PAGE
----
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Determination of the relative contribution of the non-dissolved fraction of ZnO NP on membrane permeability and cytotoxicity

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posted on 31.03.2020, 09:33 by Tahereh Ziglari, Donald S. Anderson, Andrij Holian

Background: While the role of lysosomal membrane permeabilization (LMP) in NP-induced inflammatory responses has been recognized, the underlying mechanism of LMP is still unclear. The assumption has been that zinc oxide (ZnO)-induced LMP is due to Zn2+; however, little is known about the role of ZnO nanoparticles (NP) in toxicity.

Methods: We examined the contribution of intact ZnO NP on membrane permeability using red blood cells (RBC) and undifferentiated THP-1 cells as models of particle-membrane interactions to simulate ZnO NP-lysosomal membrane interaction. The integrity of plasma membranes was evaluated by transmission electron microscopy (TEM) and confocal microscopy. ZnO NP dissolution was determined using ZnAF-2F, Zn2+ specific probe. The stability of ZnO NP inside the phagolysosomes of phagocytic cells, differentiated THP-1, alveolar macrophages, and bone marrow-derived macrophages, was determined.

Results: ZnO NP caused significant hemolysis and cytotoxicity under conditions of negligible dissolution. Fully ionized Zn2SO4 caused slight hemolysis, while partially ionized ZnO induced significant hemolysis. Confocal microscopy and TEM images did not reveal membrane disruption in RBC and THP-1 cells, respectively. ZnO NP remained intact inside the phagolysosomes after a 4 h incubation with phagocytic cells.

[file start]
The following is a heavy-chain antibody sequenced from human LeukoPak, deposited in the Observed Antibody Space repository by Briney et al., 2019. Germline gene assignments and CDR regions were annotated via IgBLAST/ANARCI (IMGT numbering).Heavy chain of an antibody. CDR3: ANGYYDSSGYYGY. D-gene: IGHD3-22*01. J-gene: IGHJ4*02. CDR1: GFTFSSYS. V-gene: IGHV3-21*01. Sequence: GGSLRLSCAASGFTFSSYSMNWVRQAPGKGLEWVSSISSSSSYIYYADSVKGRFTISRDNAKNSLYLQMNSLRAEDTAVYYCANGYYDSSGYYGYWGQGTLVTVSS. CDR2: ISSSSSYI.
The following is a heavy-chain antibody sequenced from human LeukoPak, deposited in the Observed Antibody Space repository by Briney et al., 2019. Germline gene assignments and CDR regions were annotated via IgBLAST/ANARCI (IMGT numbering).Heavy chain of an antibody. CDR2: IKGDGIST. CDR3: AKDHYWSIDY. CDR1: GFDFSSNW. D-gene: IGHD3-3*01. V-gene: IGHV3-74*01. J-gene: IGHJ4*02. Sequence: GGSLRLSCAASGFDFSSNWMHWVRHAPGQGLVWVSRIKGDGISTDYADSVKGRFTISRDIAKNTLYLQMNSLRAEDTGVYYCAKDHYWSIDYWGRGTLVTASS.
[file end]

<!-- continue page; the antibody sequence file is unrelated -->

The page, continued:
Conclusions: These studies demonstrate the ability of intact ZnO NP to induce membrane permeability and cytotoxicity without the contribution of dissolved Zn2+, suggesting that ZnO NP toxicity does not necessarily depend upon Zn2+. The stability of ZnO NP inside the phagolysosomes suggests that LMP is the result of the toxic effect of intact ZnO NP on phagolysosomal membranes.

Funding

The research in this publication was funded by National Institute of Environmental Health Sciences (NIEHS) award [R01 ES023209]. Additional support was provided by the BioSpectroscopy Core Research Laboratory at the University of Montana, which is funded by National Institute of General Medical Sciences (NIGMS) of the National Institutes of Health CoBRE award [P20 GM103546] to the Center for Biomolecular Structure and Dynamics. Additional funding was provided by CoBRE award [P30 GM103338] to the Center for Environmental Health Sciences. DA received support from the NIEHS of the National Institutes of Health under NSRA award number [F32 ES027324]. The content is solely the responsibility of the authors and does not necessarily represent the official views of the National Institutes of Health.

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